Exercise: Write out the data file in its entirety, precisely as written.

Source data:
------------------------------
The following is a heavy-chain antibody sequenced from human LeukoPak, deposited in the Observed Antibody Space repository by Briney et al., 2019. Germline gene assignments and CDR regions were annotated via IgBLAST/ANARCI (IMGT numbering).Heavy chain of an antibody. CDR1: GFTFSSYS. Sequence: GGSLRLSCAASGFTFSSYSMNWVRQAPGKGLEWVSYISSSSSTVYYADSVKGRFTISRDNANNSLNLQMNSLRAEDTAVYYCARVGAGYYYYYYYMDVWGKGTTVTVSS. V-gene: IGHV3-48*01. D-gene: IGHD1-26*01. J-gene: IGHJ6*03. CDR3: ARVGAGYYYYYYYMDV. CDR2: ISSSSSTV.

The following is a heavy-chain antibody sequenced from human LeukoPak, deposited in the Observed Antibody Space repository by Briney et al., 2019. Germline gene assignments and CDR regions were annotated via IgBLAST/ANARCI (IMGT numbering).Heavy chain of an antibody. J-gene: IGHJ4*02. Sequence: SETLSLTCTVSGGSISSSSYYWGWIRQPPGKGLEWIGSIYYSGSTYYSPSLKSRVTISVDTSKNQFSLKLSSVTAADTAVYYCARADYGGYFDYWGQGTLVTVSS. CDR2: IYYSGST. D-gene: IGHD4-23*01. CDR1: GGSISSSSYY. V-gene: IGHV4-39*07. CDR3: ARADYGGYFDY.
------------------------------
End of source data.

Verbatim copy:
The following is a heavy-chain antibody sequenced from human LeukoPak, deposited in the Observed Antibody Space repository by Briney et al., 2019. Germline gene assignments and CDR regions were annotated via IgBLAST/ANARCI (IMGT numbering).Heavy chain of an antibody. CDR1: GFTFSSYS. Sequence: GGSLRLSCAASGFTFSSYSMNWVRQAPGKGLEWVSYISSSSSTVYYADSVKGRFTISRDNANNSLNLQMNSLRAEDTAVYYCARVGAGYYYYYYYMDVWGKGTTVTVSS. V-gene: IGHV3-48*01. D-gene: IGHD1-26*01. J-gene: IGHJ6*03. CDR3: ARVGAGYYYYYYYMDV. CDR2: ISSSSSTV.

The following is a heavy-chain antibody sequenced from human LeukoPak, deposited in the Observed Antibody Space repository by Briney et al., 2019. Germline gene assignments and CDR regions were annotated via IgBLAST/ANARCI (IMGT numbering).Heavy chain of an antibody. J-gene: IGHJ4*02. Sequence: SETLSLTCTVSGGSISSSSYYWGWIRQPPGKGLEWIGSIYYSGSTYYSPSLKSRVTISVDTSKNQFSLKLSSVTAADTAVYYCARADYGGYFDYWGQGTLVTVSS. CDR2: IYYSGST. D-gene: IGHD4-23*01. CDR1: GGSISSSSYY. V-gene: IGHV4-39*07. CDR3: ARADYGGYFDY.